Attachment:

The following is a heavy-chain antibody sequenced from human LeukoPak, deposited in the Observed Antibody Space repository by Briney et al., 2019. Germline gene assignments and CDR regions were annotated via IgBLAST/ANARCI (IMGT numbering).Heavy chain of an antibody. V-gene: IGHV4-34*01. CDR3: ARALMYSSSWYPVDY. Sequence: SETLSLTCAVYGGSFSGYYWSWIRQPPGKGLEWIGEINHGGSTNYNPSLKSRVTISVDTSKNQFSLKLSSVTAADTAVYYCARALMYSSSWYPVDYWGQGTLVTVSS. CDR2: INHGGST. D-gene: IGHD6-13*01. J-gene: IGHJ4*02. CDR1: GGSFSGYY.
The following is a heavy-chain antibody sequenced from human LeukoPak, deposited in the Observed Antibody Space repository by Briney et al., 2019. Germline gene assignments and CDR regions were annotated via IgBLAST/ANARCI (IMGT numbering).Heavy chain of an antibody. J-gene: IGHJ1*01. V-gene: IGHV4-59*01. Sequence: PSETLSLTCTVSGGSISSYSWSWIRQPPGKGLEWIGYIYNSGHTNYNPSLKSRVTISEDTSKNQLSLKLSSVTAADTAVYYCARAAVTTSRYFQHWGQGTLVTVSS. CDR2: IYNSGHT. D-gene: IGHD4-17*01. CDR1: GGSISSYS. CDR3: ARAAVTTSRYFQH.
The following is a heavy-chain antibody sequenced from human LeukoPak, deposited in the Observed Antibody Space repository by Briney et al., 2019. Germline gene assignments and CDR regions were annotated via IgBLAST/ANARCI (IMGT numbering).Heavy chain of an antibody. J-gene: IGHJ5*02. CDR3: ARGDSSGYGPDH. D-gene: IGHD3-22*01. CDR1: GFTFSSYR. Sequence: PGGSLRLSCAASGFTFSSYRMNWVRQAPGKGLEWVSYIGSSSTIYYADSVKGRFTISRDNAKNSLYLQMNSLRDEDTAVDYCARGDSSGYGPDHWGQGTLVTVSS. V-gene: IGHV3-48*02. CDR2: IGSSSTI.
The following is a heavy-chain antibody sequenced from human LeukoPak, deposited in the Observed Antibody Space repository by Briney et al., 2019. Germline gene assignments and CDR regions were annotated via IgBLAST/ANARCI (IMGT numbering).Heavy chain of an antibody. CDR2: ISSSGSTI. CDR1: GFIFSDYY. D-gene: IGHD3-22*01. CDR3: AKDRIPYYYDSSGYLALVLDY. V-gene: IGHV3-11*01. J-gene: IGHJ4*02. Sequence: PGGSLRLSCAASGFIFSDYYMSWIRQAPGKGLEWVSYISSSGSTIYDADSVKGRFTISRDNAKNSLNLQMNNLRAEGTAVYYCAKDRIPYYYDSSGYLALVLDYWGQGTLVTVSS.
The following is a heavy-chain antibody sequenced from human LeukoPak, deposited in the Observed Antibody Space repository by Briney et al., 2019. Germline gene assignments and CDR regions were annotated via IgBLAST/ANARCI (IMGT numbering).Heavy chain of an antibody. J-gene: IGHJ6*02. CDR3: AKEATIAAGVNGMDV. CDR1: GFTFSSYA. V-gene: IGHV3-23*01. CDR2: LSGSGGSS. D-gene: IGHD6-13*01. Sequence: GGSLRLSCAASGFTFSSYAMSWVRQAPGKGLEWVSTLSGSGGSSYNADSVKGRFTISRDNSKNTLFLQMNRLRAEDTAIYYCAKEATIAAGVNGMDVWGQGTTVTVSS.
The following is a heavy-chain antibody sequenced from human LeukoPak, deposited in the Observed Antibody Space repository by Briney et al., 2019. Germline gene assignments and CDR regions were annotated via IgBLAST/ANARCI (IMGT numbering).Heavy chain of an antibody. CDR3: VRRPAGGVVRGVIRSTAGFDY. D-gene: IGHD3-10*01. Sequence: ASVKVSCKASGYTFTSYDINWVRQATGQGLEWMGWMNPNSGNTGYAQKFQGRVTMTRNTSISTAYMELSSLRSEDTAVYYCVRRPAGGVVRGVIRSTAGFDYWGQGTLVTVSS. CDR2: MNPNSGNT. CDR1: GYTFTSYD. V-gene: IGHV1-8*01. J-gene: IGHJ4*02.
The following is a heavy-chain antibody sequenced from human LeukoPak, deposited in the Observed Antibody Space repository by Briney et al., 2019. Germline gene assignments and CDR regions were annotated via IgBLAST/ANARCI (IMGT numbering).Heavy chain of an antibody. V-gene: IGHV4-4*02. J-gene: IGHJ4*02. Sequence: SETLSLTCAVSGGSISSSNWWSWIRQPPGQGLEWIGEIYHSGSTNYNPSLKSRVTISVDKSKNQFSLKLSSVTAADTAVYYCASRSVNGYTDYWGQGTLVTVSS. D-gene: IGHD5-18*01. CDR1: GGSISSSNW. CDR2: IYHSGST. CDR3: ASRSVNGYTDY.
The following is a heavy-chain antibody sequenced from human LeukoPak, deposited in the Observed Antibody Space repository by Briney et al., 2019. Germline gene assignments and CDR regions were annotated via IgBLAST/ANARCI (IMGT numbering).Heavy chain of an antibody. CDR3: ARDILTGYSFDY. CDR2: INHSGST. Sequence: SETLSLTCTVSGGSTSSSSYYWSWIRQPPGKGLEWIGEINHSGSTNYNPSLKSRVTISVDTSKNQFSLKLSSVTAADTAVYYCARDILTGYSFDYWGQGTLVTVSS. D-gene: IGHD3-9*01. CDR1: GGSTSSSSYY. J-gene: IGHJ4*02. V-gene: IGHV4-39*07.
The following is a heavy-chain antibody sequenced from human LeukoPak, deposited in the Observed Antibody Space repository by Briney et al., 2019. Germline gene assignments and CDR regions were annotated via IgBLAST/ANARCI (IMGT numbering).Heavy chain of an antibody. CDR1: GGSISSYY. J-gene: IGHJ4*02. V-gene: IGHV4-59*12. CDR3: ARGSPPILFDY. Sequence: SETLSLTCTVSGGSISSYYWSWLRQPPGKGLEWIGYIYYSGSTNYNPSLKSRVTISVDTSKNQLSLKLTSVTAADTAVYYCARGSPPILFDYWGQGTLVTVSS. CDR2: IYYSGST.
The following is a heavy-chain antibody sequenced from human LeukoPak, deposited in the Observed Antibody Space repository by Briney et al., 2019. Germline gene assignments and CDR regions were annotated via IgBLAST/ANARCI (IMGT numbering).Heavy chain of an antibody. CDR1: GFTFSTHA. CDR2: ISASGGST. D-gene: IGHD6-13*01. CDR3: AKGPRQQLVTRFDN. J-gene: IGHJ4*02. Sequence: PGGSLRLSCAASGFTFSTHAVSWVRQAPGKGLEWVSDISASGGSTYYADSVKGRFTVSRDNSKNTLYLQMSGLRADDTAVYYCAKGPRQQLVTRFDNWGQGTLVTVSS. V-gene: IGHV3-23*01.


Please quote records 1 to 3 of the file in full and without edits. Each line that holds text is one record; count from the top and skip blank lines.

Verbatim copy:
The following is a heavy-chain antibody sequenced from human LeukoPak, deposited in the Observed Antibody Space repository by Briney et al., 2019. Germline gene assignments and CDR regions were annotated via IgBLAST/ANARCI (IMGT numbering).Heavy chain of an antibody. V-gene: IGHV4-34*01. CDR3: ARALMYSSSWYPVDY. Sequence: SETLSLTCAVYGGSFSGYYWSWIRQPPGKGLEWIGEINHGGSTNYNPSLKSRVTISVDTSKNQFSLKLSSVTAADTAVYYCARALMYSSSWYPVDYWGQGTLVTVSS. CDR2: INHGGST. D-gene: IGHD6-13*01. J-gene: IGHJ4*02. CDR1: GGSFSGYY.
The following is a heavy-chain antibody sequenced from human LeukoPak, deposited in the Observed Antibody Space repository by Briney et al., 2019. Germline gene assignments and CDR regions were annotated via IgBLAST/ANARCI (IMGT numbering).Heavy chain of an antibody. J-gene: IGHJ1*01. V-gene: IGHV4-59*01. Sequence: PSETLSLTCTVSGGSISSYSWSWIRQPPGKGLEWIGYIYNSGHTNYNPSLKSRVTISEDTSKNQLSLKLSSVTAADTAVYYCARAAVTTSRYFQHWGQGTLVTVSS. CDR2: IYNSGHT. D-gene: IGHD4-17*01. CDR1: GGSISSYS. CDR3: ARAAVTTSRYFQH.
The following is a heavy-chain antibody sequenced from human LeukoPak, deposited in the Observed Antibody Space repository by Briney et al., 2019. Germline gene assignments and CDR regions were annotated via IgBLAST/ANARCI (IMGT numbering).Heavy chain of an antibody. J-gene: IGHJ5*02. CDR3: ARGDSSGYGPDH. D-gene: IGHD3-22*01. CDR1: GFTFSSYR. Sequence: PGGSLRLSCAASGFTFSSYRMNWVRQAPGKGLEWVSYIGSSSTIYYADSVKGRFTISRDNAKNSLYLQMNSLRDEDTAVDYCARGDSSGYGPDHWGQGTLVTVSS. V-gene: IGHV3-48*02. CDR2: IGSSSTI.